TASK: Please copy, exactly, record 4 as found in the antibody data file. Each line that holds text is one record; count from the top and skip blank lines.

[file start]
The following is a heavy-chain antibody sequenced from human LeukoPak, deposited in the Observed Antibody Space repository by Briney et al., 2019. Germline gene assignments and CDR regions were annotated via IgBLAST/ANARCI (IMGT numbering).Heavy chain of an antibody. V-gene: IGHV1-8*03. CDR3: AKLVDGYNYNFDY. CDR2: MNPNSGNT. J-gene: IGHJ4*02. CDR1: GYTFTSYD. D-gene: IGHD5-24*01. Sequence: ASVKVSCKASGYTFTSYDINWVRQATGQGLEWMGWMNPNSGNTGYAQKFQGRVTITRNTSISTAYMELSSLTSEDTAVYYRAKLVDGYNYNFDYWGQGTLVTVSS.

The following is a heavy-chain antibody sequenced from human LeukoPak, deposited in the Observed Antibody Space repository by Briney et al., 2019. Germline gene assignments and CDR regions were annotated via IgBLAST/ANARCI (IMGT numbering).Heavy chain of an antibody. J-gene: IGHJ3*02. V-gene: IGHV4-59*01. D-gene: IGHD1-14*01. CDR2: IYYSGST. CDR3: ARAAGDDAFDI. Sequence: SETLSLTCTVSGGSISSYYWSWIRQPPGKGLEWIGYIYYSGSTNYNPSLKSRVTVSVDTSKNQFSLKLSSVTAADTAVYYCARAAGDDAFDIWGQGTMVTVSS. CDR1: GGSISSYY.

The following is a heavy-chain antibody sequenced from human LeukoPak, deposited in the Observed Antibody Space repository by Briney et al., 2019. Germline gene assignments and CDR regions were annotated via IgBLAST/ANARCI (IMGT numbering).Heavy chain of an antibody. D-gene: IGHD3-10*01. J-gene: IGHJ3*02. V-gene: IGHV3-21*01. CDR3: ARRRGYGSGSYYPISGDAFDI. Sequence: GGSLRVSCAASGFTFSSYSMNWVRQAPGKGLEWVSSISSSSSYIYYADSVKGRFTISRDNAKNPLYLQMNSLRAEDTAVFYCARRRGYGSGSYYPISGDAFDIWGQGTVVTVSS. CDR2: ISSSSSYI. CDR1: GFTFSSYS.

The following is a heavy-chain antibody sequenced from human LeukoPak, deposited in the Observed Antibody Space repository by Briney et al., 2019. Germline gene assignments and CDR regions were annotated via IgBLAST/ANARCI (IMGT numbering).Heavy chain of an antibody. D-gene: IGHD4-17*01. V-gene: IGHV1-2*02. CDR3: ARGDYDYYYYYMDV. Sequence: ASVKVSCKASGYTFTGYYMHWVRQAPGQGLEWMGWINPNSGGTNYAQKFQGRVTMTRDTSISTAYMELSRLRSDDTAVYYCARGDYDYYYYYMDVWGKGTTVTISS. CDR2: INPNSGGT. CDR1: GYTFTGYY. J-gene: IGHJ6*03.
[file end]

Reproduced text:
The following is a heavy-chain antibody sequenced from human LeukoPak, deposited in the Observed Antibody Space repository by Briney et al., 2019. Germline gene assignments and CDR regions were annotated via IgBLAST/ANARCI (IMGT numbering).Heavy chain of an antibody. D-gene: IGHD4-17*01. V-gene: IGHV1-2*02. CDR3: ARGDYDYYYYYMDV. Sequence: ASVKVSCKASGYTFTGYYMHWVRQAPGQGLEWMGWINPNSGGTNYAQKFQGRVTMTRDTSISTAYMELSRLRSDDTAVYYCARGDYDYYYYYMDVWGKGTTVTISS. CDR2: INPNSGGT. CDR1: GYTFTGYY. J-gene: IGHJ6*03.